I’ve heard it said many times that it’s impossible to visit India and not be changed in some way, and that it is impossible to be indifferent to the country. In my own experience, from wide-eyed first impressions to reluctant second chances, I’ve grown to accept India for being India, and have moved from a place of being desperate to leave to being reasonably content with day to day life here. Even people with a lot of experience of India – much longer than my three and a half months of working here – can be frustrated on a regular basis. That said I frequently have those moments when I have to bite my tongue or risk sounding very, very much like the Devil Wear’s Prada’s super-bitch, Miranda Priestly.
So what are the things I would have loved to have said, and what brought me to – almost – say them? And what could improve the situation?
“Details of your incompetence do not interest me.”
Floundering with excuses of what can’t be/hasn’t been done or is being done ineffectively is not the way to inspire me with competence. Overuse of the word “but” makes my hair curl. Worst is when someone has told you one story, but when you start to ask questions the inconvenient truths begin to rear their ugly head. Instead of inevitably portraying yourself as woefully incompetent, being clear, honest and upfront to begin with, cutting right back on the fluff and being prepared with an answer would be wonderful. Hearing what positive steps can, are and will be made really makes a huge difference.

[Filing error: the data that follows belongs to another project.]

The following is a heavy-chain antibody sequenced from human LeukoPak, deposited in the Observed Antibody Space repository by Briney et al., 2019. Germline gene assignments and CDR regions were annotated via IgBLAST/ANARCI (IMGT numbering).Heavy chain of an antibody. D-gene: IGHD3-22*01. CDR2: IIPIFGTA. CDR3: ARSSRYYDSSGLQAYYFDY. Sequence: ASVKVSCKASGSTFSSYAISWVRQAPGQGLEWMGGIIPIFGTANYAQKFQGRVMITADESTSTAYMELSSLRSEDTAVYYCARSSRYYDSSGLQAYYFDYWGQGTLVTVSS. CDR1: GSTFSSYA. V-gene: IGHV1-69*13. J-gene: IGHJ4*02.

“By all means, move at a glacial pace. You know how that thrills me.”
I know I’m not in the UK or Germany or Singapore or anywhere known for efficiency of any kind, but really? One week to have some rubbish removed? What’s worse is the sense of apathy you get off some people at times is contagious, and in the end nothing will get done unless you have some discipline and self-determination. One simple way to address this is to ask “When?” and get a set time for something to be done. A side-side head bobble will not suffice (which roughly means “maybe, maybe not”), so press for a time and a date of something to be completed by, and regularly demand updates in the run up to that deadline.
Sometimes with the manual labourers work can be slow to start. Usually it might because they aren’t exactly sure what you are asking for. In this case, it’s often helpful for both them and you to do a hands-on demonstration of what you need done. Lather, rinse, repeat a few times and they more often than not find their rhythm and all you need to do is lend them a hand if they run into any problems.
“Is there a reason why my coffee isn’t here? Has she died, or something?
A polite, albeit pointed, reminder will ensure forgotten coffee (or whatever else) will swiftly appear …maybe.
“Does anybody else have something I could use? Antibacterial wipes perhaps?”
With health and safety culture more or less out the window, India is notorious for poor sanitation and hygiene (some states have sought to combat this by preventing marriage licences to be issued until adequate toilet facilities are constructed in the couple’s new home). Still there is often either a complete lack of awareness, or outright ignorance, of basic sanitation.